oil, fabric, metal, wood and other found materials on canvas
United States
Overall: 66 3/4 × 49 7/8 × 14 1/4 in. (169.55 × 126.68 × 36.2 cm)

“Painting relates to both art and life . . . (I try to act in that gap between the two.)”  —Robert Rauschenberg

In the mid-1950s, Rauschenberg began using found objects, attaching some to his canvases and using others as supports for paintings. Rauschenberg called these work “combines,” hybrids of painting and sculpture.

His palette here is an assortment of materials salvaged from the street—a rusty baton, a medallion displaying a human tooth, fragments of a police barricade, and other items that evoke a human presence in an urban environment. Rauschenberg’s work fuses gestural painting and the flotsam of everyday life; some have called it a bridge between Abstract Expressionism and Pop Art.

Gift of the Sydney and Frances Lewis Foundation
From Los Angeles to New York: The Dwan Gallery 1959-1971, National Gallery of Art, Washington, DC, September 30, 2016 – January 29, 2017 (not lending for reasons of extreme fragility: Los Angeles County Museum of Art, Los Angeles, CA, March 5 – June 18, 2017)

Robert Rauschenberg: A Retrospective, Guggenheim Museum, New York, NY, September 19, 1997 – January 11, 1998

Depth and Presence, Corcoran Gallery of Art, Washington, DC, May 3 – 30, 1971

Newport Harbor Museum, Newport Beach, CA, November 1966

Robert Rauschenberg, The Jewish Museum, New York, NY, March 31 – May 12, 1963

My Country, Tis of Thee, Dwan Gallery, Los Angeles, CA, November 18 – December 15, 1962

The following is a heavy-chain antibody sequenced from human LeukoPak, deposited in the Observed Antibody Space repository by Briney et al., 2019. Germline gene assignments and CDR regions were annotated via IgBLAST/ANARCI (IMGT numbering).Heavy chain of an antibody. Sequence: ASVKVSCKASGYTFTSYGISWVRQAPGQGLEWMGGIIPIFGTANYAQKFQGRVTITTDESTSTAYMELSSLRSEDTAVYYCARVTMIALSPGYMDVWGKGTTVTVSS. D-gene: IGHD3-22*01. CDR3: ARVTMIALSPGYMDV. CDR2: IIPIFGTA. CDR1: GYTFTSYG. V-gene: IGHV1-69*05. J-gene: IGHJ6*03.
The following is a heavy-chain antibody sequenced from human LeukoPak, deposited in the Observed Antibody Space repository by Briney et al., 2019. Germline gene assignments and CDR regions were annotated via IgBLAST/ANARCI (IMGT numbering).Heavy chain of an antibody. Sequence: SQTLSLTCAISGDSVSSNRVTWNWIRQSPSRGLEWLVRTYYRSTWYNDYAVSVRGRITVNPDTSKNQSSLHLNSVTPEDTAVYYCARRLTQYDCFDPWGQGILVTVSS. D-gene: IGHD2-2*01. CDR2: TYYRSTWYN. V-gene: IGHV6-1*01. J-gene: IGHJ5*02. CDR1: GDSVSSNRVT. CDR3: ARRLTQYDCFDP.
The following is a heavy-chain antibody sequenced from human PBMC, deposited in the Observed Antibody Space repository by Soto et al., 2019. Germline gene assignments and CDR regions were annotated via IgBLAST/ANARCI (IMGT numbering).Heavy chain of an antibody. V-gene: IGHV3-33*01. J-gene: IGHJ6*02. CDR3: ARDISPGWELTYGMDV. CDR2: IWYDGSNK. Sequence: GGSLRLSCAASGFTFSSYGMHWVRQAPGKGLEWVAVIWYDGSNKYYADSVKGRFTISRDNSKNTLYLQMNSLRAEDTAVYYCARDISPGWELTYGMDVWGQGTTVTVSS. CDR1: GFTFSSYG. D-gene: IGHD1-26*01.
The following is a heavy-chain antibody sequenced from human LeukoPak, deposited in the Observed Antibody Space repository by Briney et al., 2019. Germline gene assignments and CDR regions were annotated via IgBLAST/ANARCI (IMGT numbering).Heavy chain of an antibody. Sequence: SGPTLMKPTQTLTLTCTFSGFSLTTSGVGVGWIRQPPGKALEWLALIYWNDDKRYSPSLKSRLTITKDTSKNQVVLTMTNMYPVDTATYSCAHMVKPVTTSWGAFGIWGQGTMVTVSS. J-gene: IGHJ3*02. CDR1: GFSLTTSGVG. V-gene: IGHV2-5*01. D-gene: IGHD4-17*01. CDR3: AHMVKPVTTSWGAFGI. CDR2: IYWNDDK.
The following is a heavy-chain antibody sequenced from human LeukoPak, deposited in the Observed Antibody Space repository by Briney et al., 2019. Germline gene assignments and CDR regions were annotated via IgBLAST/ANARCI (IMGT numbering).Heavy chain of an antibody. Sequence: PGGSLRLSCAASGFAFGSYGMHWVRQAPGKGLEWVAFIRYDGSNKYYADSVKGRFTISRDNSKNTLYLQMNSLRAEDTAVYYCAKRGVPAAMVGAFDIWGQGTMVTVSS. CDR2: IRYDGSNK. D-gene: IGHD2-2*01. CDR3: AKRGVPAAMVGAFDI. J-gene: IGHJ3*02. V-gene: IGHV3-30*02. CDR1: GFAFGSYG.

Robert Rauschenberg, Dwan Gallery, Los Angeles, CA, March 4 – 31, 1962

Robert Rauschenberg, Leo Castelli Gallery, New York, NY, November 7 – December 5, 1961
Meyer, James, et. al. Dwan Gallery: Los Angeles to New York, 1959-1971. Washington: National Gallery of art; Chicago: University of Chicago Press, London: In association with The University of Chicago Press, 2016. Cat. no. 19, p. 122, color ill.; fig. 20 p. 327; detail p. 368.

Carbone, Teresa A. and Kellie Jones, et al. Witness: Art and Civil Rights in the Sixties. New York: The Monacelli Press, 2014. (P. 98).

Wainwright, Lisa. “Practicing Rauschenberg.” In Learning Mind: Experience into Art, edited by Mary Jane Jacob and Jacquelynn Baas. Chicago: School of the Art Institute of Chicago, 2009. (Pp. 117-123).

Shannon, Joshua. The Disappearance of Objects: New York Art and the Rise of the Postmodern City. New Haven: Yale University Press, 2009. (No. 3.11, p. 104; pp. 105-108; 119; 131).

Ravenal, John B. Modern and Contemporary Art at the Virginia Museum of Fine Arts. Richmond: Virginia Museum of Fine Arts, 2007. (Pp. 18-19).

Schimmel, Paul, et al. Robert Rauschenberg: Combines. Los Angeles: Museum of Contemporary Art, 2005. (No. 142, p. 166; 305).

Kuspit, Donald. “Manic Time: Robert Rauschenberg’s Selflessness.” La Repubblica of the Arts (May 1999): np.

Hopps, Walter and Susan Davidson, et al. Robert Rauschenberg: A Retrospective. New York: Guggenheim Museum, 1997. Exhibition catalogue. (No. 118, p. 145).

Brandt, Frederick R. Late 20th Century Art. Richmond: Virginia Museum of Fine Arts, 1985. (No. 77, pp. 158-159).

Contemporary Art, May 13, 1981. New York: Christie Manson & Woods, 1981. Auction catalogue. (No. 47).

Hunter, Sam. American Art of the 20th Century. New York: Harry N. Abrams, 1972. (No. 489, p. 263).

Leo Castelli: Ten Years. New York: Leo Castelli Gallery, 1967. (Np).

Robert Rauschenberg. New York: The Jewish Museum, 1963. (No. 38).
(Leo Castelli Gallery, New York) by 1961. European private collection. (Christies Manson & Woods, New York) by 1981; Purchased by the Sydney and Frances Lewis Foundation, Richmond, Virginia in May of 1981; [1] Gift to Virginia Museum of Fine Arts (VMFA), Richmond, Virginia in October of 1985.

[1] Lot #47, Contemporary Art sale of May 13, 1981. See auction catalogue.
©artist or artist’s estate

Some object records are not complete and do not reflect VMFA's full and current knowledge. VMFA makes routine updates as records are reviewed and enhanced.